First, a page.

Join author Glenn Hubbard & Tony O’Brien in their first Sprint 2023 podcast where they revisit inflation as the major topic facing our country, our economy, and our classrooms. Glenn & Tony discuss the Federal Reserve response and the outlook for the economy. While rates have continued to move up, is a soft-landing still possible?
In 1974, Congress created the Congressional Budget Office (CBO). The CBO was given the responsibility of providing Congress with impartial economic analysis as it makes decisions about the federal government’s budget. One of the most widely discussed reports the CBO issues is the Budget and Economic Outlook. The report provides forecasts of future federal budget deficits and changes in the federal government’s debt that the budget deficits will cause. The CBO’s budget and debt forecasts rely on the agency’s forecasts of future economic conditions and assumes that Congress will make no changes to current laws regarding taxing and spending. (We discuss this assumption further below.)
On February 15, the CBO issued its latest forecasts. The forecasts showed a deterioration in the federal government’s financial situation compared with the forecasts the CBO had issued in May 2022. (You can find the full report here.) Last year, the CBO forecast that the federal government’s cumulative budget deficit from 2023 through 2032 would be $15.7 trillion. The CBO is now forecasting the cumulative deficit over the same period will be $18.8 trillion. The three main reason for the increase in the forecast deficits are:
1. Congress has increased spending—particularly on benefits for military veterans.
2) Cost-of-living adjustments for Social Security and other government programs have increased as a result of higher inflation.
3) Interest rates on Treasury debt have increased as a result of higher inflation.
The CBO forecasts that federal debt held by the public will increase from 98 percent of GDP in 2023 to 118 percent in 2033 and eventually to 198 percent in 2053. Note that economists prefer to measure the size of the debt relative to GDP rather than in as absolute dollar amounts for two main reasons: First, measuring debt relative to GDP makes it easier to see how debt has changed over time in relation to the growth of the economy. Second, the size of debt relative to GDP makes it easier to gauge the burden that the debt imposes on the economy. When debt grows more slowly than the economy, as measured by GDP, crowding effects are likely to be relatively small. We discuss crowding out in Macroeconomics, Chapter 10, Section 10.2 and Chapter 16, Section 16. 5 (Economics, Chapter 20, Section 20.2 and Chapter 26, Section 26.5). The two most important factors driving increases in the ratio of debt to GDP are increased spending on Social Security, Medicare, and Medicaid, and increased interest payments on the debt.
The following figure is reproduced from the CBO report. It shows the ratio of debt to GDP with actual values for the period 1900-2022 and projected values for the period 2023-2053. Note that the only other time the ratio of debt to GDP rose above 100 percent was in 1945 and 1946 as a result of the large increases in federal government spending required to fight World War II.
The increased deficits and debt over the next 10 years are being driven by government spending increasing as a percentage of GDP, while government revenues (which are mainly taxes) are roughly stable as a percentage of GDP. The following figure from the report shows actual federal outlays and revenues as a percentage of GDP for the period 1973-2022 and projected outlays and revenues for the period 2023-2033. Note that from 1973 to 2022, outlays averaged 21.0 percent of GDP and revenues averaged 17.4 percent of GDP, resulting in an average deficit of 3.6 percent of GDP. By 2033, outlays are forecast to rise to 24.9 percent of GDP–well above the 1973-2022 average–whereas revenues are forecast to be only 18.1 percent, for a forecast deficit of 6.8 percent of GDP.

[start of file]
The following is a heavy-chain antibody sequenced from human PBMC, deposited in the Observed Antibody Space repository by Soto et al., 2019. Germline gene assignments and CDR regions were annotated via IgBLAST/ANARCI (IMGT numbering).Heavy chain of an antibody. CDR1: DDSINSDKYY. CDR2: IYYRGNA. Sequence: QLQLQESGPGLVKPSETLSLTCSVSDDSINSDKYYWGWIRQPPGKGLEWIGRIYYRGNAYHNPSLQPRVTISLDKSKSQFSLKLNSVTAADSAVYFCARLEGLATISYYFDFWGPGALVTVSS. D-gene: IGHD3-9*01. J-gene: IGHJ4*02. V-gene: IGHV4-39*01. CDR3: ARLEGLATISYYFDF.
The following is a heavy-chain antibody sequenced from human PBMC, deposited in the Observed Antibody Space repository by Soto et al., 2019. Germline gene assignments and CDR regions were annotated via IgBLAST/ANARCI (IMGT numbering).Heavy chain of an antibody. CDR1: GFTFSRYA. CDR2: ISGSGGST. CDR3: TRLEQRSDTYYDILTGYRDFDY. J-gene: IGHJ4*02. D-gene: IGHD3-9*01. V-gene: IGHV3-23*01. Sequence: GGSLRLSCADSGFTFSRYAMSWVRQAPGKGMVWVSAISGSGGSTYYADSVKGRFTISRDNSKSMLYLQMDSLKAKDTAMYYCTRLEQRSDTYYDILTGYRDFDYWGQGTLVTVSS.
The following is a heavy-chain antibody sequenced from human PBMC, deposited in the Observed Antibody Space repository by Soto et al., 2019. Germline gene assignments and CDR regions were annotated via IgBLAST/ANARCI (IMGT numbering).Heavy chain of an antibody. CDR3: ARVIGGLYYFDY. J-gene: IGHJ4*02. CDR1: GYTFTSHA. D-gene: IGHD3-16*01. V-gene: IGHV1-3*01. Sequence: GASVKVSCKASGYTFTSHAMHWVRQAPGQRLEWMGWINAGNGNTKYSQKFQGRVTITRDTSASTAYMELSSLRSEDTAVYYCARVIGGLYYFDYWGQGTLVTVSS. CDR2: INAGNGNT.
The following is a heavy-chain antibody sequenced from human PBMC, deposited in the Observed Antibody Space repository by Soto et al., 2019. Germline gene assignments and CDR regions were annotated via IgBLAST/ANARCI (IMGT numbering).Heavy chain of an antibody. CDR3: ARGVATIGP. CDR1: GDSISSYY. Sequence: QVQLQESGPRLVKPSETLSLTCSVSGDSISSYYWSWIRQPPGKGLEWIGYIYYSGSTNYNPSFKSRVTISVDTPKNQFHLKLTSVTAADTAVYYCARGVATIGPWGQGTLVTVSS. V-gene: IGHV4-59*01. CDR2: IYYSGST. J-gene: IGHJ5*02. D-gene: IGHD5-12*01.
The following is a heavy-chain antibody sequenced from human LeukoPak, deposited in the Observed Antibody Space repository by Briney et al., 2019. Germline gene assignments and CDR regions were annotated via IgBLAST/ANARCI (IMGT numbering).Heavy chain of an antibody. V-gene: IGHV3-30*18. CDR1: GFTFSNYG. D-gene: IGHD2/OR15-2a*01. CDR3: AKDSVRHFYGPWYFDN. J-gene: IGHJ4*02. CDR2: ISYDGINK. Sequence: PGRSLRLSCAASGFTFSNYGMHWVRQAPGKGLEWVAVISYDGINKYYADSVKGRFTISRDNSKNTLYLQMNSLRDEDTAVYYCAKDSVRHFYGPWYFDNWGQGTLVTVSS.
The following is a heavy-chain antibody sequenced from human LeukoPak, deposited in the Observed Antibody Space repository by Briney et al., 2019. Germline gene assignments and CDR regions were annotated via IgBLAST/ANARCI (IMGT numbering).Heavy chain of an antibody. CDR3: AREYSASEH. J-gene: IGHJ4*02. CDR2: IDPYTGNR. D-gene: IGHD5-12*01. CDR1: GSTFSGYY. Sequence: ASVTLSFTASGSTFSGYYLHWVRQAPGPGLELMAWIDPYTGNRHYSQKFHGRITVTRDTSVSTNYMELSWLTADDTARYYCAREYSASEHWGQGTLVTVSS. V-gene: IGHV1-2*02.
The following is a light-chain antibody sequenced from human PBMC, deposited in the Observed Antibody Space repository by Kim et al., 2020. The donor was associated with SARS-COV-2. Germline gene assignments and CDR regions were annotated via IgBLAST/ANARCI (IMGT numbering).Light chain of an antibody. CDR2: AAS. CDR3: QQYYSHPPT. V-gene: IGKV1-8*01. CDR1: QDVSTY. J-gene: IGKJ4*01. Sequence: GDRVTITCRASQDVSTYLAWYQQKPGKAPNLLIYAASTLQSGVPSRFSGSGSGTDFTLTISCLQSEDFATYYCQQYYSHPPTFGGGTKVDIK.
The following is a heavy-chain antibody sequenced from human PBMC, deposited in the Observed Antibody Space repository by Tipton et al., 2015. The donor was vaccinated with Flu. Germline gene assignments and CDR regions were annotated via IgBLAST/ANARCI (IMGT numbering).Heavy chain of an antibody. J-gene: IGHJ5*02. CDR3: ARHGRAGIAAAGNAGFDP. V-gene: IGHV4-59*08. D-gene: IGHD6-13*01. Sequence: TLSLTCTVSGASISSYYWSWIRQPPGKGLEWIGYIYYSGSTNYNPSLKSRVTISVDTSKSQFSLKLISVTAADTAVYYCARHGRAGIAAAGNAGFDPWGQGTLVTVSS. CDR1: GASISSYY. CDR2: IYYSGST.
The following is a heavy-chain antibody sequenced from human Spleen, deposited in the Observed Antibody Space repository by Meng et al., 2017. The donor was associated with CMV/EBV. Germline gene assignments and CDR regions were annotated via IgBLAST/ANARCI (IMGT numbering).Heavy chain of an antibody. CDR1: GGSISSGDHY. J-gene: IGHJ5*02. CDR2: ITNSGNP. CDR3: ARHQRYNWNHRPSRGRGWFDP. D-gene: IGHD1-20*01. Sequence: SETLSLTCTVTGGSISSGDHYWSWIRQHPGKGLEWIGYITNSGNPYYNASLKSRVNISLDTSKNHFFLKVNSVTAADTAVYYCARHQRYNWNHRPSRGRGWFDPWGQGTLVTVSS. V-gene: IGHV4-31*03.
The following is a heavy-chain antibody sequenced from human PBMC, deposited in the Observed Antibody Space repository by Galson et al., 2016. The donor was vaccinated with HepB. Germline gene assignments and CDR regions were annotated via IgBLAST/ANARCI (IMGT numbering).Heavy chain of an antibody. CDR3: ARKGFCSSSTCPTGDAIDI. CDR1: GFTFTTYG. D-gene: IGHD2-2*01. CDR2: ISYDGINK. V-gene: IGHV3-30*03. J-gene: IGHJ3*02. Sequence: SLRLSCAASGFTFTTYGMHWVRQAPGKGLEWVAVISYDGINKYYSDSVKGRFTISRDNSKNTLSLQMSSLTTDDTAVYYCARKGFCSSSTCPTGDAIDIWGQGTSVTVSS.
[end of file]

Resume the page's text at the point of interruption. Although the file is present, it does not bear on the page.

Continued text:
The increase in outlays is driven primarily by increases in mandatory spending, mainly spending on Social Security, Medicare, Medicaid, and veterans’ benefits and increases in interest payments on the debt. The CBO’s forecast assumes that discretionary spending will gradually decline over the next 10 years as percentage of GDP. Discretionary spending includes federal spending on defense and all other government programs apart from those, like Social Security, where spending is mandated by law.
To avoid the persistent deficits, and increasing debt that results, Congress would need to do one (or a combination) of the following:
1. Reduce the currently scheduled increases in mandatory spending (in political discussions this alternative is referred to as entitlement reform because entitlements is another name for manadatory spending).
2. Decrease discretionary spending, the largest component of which is defense spending.
3. Increases taxes.
There doesn’t appear to be majority support in Congress for taking any of these steps.
The CBO’s latest forecast seems gloomy, but may actually understate the likely future increases in the federal budget deficit and federal debt. The CBO’s forecast assumes that future outlays and taxes will occur as indicated in current law. For example, the forecast assumes that many of the tax cuts Congress passed in 2017 will expire in 2025 as stated in current law. Many political observers doubt that Congress will allow the tax cuts to expire as scheduled because to do so would result in increases in individual income taxes for most people. (Here is a recent article in the Washington Post that discusses this point. A subscription may be required to access the full article.) The CBO also assumes that defense spending will not increase beyond what is indicated by current law. Many political observers believe that, in fact, Congress may feel compelled to substantially increase defense spending as a result of Russia’s invasion of Ukraine in February 2022 and the potential military threat posed by China.